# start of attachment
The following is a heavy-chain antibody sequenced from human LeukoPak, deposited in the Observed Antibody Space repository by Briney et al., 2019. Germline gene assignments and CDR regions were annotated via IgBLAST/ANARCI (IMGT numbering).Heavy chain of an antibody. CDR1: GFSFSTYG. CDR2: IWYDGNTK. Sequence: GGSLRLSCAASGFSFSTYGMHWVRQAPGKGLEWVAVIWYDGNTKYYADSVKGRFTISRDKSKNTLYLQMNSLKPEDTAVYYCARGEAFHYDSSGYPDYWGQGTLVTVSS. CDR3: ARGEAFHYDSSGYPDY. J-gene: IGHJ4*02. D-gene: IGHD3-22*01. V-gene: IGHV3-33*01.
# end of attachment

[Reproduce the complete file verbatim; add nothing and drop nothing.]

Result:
The following is a heavy-chain antibody sequenced from human LeukoPak, deposited in the Observed Antibody Space repository by Briney et al., 2019. Germline gene assignments and CDR regions were annotated via IgBLAST/ANARCI (IMGT numbering).Heavy chain of an antibody. CDR1: GFSFSTYG. CDR2: IWYDGNTK. Sequence: GGSLRLSCAASGFSFSTYGMHWVRQAPGKGLEWVAVIWYDGNTKYYADSVKGRFTISRDKSKNTLYLQMNSLKPEDTAVYYCARGEAFHYDSSGYPDYWGQGTLVTVSS. CDR3: ARGEAFHYDSSGYPDY. J-gene: IGHJ4*02. D-gene: IGHD3-22*01. V-gene: IGHV3-33*01.